Work and the typical obligations of life have kept me bound to the local spots. The one place I can get away to quickly and spend an hour or two in the evenings is a local bass pond, a pond thick with bluegills as I wrote about no too long ago.
Not only is this a fun place to catch a mess of bluegills but I’ve caught quite a few nice largemouth bass at this pond, too, all on slightly larger flies like blue and black Shenandoah poppers. I also landed my biggest bass from that pond using a big black round popper on a five weight fly rod. It measured sixteen inches and weighed a little over two pounds. Not bad for a pond that might be five acres in size and is pretty shallow.
The only bad part is that over the past few weeks the weeds have grown massively on the edges of this pond, negating a lot of the advantage of using a fly rod there. The next step may be to take the ultralight spinning rod down there with some poppers. Not quite the same but still a fun way to end a day.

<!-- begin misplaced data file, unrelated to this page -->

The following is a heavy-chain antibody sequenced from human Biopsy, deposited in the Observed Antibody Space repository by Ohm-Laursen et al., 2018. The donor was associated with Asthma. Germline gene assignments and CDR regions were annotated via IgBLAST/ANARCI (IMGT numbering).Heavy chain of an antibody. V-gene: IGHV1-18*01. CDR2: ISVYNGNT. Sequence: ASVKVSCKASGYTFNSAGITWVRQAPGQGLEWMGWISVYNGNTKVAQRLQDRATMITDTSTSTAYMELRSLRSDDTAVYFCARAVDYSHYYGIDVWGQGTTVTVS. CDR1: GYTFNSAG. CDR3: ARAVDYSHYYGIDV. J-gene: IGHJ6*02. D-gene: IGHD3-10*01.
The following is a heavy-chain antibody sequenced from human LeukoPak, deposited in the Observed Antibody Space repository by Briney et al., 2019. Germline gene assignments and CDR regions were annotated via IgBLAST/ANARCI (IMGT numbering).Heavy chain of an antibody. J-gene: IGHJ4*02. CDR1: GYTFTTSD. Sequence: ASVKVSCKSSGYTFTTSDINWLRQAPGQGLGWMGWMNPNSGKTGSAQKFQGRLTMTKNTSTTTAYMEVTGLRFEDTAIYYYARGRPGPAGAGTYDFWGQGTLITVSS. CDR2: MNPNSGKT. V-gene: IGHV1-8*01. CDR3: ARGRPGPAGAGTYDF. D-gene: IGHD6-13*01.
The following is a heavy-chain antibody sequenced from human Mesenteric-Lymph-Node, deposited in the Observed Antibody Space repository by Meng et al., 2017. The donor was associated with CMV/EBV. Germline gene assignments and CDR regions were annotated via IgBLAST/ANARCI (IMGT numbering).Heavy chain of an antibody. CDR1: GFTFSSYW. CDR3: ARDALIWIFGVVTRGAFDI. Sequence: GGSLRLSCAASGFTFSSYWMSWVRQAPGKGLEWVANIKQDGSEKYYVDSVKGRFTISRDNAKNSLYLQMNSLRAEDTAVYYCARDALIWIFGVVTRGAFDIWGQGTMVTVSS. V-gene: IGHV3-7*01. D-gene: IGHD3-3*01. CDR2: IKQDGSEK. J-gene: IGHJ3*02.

Some of my friends who fish for bass and pike up north really look down their noses at catching small fish. But a small fly rod makes for a fun time catching some big bluegills and even small bass. I've caught a bunch on my four weight seven footer and, really, how can you complain about that?You can't.So now we're into July and it is HOT. My inclination is to stay away from the lowland trout streams unless they are fed by very cold springs. Trout are stressed when the water temperature hits 70 degrees and for a lot of streams right now this is the case. I have not been in the mountains since early June so have not measured the temps their but I understand that all the spring rain we've had has kept them in much better shape than normal this time of the year. Murray's Fly Shop reported last week that they were still seeing hatches of sulphurs and little yellow stoneflies, as well as the typical summer fare of terrestrials including beetles.
Go get ’em.